Surprisingly, SSN budget excluding pension as a percentage of budget decreased from 13.49 percent in FY2021 to 13.41 percent in FY2022 budget. There are also some deductions in allocation for a number of programmes. For example, allocation has been reduced for programmes protecting livelihoods, such as Work For Money and Skills and Employment Programme in Bangladesh. Allocation for three types of education stipends have been reduced in FY2022. Also, allocation for several programmes which address the needs of the marginalised, vulnerable, and left behind communities has been slashed in the FY2022 budget. As it is, there is insufficient allocation for SSN, the lowering of allocations for these programmes is not reasonable. These should be reinstated urgently.
Low investment on human capital is not only reflected through low health budget, but also low allocation for the education sector. Total allocation for education sector in FY2022 budget increased by only 8.68 percent compared to FY2021. However, the revised education budget as a share of GDP decreased to 2.08 percent in FY2022 from 2.14 percent in FY2021. In the 8FYP, education budget as a share of GDP is targeted to reach 3.5 percent by 2025, and 4 percent in 2031. At the current rate, the education budget as a share of GDP may reach only up to 2.15 percent in 2025 and 2.26 percent in 2031. For making up the learning losses during the pandemic and reducing the resultant learning inequality, resources for online educational infrastructure and capacity development of teachers should have been allocated.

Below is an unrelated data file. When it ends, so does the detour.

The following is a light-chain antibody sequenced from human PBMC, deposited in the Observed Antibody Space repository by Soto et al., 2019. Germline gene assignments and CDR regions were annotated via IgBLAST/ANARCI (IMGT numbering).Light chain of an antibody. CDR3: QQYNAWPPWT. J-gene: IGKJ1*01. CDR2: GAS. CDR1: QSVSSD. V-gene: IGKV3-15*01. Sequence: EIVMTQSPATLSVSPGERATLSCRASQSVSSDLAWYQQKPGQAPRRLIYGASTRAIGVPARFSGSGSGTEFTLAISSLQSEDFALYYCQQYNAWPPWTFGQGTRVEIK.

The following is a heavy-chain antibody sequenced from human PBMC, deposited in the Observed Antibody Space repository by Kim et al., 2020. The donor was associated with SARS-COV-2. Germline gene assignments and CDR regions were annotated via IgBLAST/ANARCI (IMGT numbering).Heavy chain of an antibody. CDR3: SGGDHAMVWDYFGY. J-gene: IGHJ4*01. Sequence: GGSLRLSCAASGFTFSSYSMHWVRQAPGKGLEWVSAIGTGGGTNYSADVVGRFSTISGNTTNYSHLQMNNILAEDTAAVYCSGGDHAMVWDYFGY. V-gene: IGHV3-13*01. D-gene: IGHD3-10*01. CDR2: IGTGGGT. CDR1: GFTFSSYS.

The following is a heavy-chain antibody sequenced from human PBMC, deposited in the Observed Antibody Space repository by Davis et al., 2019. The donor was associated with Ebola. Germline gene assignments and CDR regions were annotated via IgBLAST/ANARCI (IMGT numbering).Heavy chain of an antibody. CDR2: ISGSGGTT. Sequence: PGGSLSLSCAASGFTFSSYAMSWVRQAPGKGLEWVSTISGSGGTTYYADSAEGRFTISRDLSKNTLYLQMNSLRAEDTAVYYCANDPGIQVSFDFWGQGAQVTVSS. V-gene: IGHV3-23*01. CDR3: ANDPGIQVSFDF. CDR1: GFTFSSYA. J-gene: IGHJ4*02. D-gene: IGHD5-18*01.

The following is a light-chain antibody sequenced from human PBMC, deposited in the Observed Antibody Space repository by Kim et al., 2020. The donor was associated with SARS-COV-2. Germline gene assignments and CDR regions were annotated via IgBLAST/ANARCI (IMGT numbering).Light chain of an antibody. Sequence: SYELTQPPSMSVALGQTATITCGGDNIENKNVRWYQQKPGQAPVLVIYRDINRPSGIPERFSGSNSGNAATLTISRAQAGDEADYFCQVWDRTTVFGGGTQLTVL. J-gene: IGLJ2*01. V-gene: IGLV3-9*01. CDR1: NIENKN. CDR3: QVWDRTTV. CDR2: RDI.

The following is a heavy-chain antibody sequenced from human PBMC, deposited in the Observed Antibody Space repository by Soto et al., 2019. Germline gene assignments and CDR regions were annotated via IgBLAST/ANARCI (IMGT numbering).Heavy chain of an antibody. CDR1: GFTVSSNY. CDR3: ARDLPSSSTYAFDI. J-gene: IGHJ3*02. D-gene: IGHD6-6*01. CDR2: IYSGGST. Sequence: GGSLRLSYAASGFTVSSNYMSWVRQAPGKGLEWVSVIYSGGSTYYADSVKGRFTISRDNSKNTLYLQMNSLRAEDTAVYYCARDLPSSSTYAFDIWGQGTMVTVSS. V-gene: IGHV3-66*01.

Investment and employment
The estimated growth of GDP for FY2021 is 6.1 percent. In anticipation of a back to normal scenario, the GDP growth target for FY2022 has been set at 7.2 percent. To achieve this growth, a lot of investment will be needed. Private investment is expected to be the major driver of this investment. In FY2022, public investment-GDP ratio is projected to be 8.1 percent compared to 8.2 percent in FY21. And private investment is estimated to be 25 percent of GDP in FY2022. This implies that an additional Taka 117,000 crore will be needed to achieve this growth. Given that private investment has been stagnant at about 23 percent of GDP for the last couple of years, how private investment will improve in a pandemic year is unclear.
Of course, one can expect that the private sector would be encouraged to invest since the government has offered several incentives through tax exemptions and reductions. However, higher investment is not only a function of low tax. Several factors, such as less bureaucratic hassles, infrastructural facilities, corruption free environment and skilled human resources are also important preconditions for higher investment.